Archeologists have determined that people lived in the Nashua area 10,000 years ago. Those early Indians were drawn by the Nashua River. Archeologists have found an oriental fishtail point made of raw volcanic material that was around 5,000 years old. Archeologists have also found a Susquehanna broad tip arrow made about 3,000 years ago. Therefore, archeologists have concluded that the area has been continuously inhabited for thousands of years. The first known permanent settlers lived near the Merrimack River and Salmon Brook; the area was simply known as the Harbor. The inhabitants were known as the Pennacooks Native Americans.The first white explorers wished that they had the Nashua, NH business directory to consult as they went to explore the area from the Massachusetts Bay Colony. These men included Captain Edward Johnson, C. Simon Willard, Johnathan Ince, and John Sherman. When they arrived in the area, they found 50 families already living in the area. Early white explorers to the area traded many furs for supplies from England. The furs from the area were highly prized processions in England. Much of the land surrounding Nashua was given to people who originally lived in the Massachusetts Bay Colony.
About 1686, Judge Edward Tyng arrived in the area and bought about 200 square miles of land. He called the area, Dunstable, after the town of his birth. Soon the area was filled with wars with the Native Americans.Despite the wars, the area continued to prosper, and that prosperity soon brought more settlers including Daniel Abbot, a Harvard graduated lawyer. Mr. Abbott, a community leader, was very involved in community affairs. He and other community leaders led the way in forming the first textile mill in Nashua. He also named the growing city, Nashua Village. He first used the term during a speech given on July 4, 1803. Robert Owen laid out the city after his birth city, New Lanark, Scotland. Other city leaders, Nathaniel Appleton and Patrick Tracy Jackson, traveled to New Lanark and bought home the concepts for the company town. Another community leader, Francis Cabot Lowell, traveled to England to learn about the textile mills, returning to Nashua and establishing better looms than were available in England. The fabrics were well respected around the world. Too bad the people of the time did not have the Nashua, NH yellow pages to find them. Until this time, the area was still known as Dunstable, but was changed to Nashua on December 31st, 1836. 1850 saw another important industry come to Nashua with the opening of George Underhill Edge Tool Company, which produced tools that farmers and loggers needed, such as hammers, axes, and chisels.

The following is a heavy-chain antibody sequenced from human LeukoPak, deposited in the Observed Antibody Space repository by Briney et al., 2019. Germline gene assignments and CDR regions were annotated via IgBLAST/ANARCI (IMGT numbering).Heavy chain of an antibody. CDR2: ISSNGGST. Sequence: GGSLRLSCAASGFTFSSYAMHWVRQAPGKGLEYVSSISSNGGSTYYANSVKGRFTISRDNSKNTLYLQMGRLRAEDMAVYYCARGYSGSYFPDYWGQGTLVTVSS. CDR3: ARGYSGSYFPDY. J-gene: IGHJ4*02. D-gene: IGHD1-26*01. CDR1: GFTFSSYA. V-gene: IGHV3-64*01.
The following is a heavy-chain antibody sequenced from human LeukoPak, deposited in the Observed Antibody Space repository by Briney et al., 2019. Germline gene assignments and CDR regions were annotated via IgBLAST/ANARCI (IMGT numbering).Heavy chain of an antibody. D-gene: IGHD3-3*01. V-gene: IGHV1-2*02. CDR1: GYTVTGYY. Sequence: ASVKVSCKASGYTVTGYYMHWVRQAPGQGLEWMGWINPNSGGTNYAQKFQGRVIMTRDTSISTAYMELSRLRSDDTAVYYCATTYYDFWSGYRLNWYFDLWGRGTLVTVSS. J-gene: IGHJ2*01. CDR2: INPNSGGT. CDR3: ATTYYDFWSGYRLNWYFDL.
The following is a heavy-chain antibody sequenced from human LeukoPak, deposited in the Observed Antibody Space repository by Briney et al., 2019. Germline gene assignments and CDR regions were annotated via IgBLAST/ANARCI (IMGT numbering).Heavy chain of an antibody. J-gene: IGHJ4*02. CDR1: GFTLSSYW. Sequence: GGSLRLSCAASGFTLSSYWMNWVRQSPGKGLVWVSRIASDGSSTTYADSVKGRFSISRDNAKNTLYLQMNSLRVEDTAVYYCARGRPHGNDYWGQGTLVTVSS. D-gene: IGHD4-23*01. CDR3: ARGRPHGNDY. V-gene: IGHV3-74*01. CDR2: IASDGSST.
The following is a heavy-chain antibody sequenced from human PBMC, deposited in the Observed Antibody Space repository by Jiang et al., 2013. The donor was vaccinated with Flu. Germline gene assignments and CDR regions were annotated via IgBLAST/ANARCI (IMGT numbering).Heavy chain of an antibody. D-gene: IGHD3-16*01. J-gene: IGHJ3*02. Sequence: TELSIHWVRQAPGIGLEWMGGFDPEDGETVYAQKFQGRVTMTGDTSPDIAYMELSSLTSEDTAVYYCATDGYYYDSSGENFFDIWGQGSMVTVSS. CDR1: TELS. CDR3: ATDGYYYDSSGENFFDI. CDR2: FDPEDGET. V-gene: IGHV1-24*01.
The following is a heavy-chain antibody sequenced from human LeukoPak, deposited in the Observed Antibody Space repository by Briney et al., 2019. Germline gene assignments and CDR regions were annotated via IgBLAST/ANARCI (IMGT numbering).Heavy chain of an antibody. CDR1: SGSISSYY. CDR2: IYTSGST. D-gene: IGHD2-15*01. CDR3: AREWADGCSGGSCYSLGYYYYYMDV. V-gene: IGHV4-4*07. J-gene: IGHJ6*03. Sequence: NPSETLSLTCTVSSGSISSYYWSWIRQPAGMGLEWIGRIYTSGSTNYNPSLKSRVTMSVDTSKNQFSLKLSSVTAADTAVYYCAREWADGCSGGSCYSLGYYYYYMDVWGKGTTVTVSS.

Written by Lyndsey Morgan
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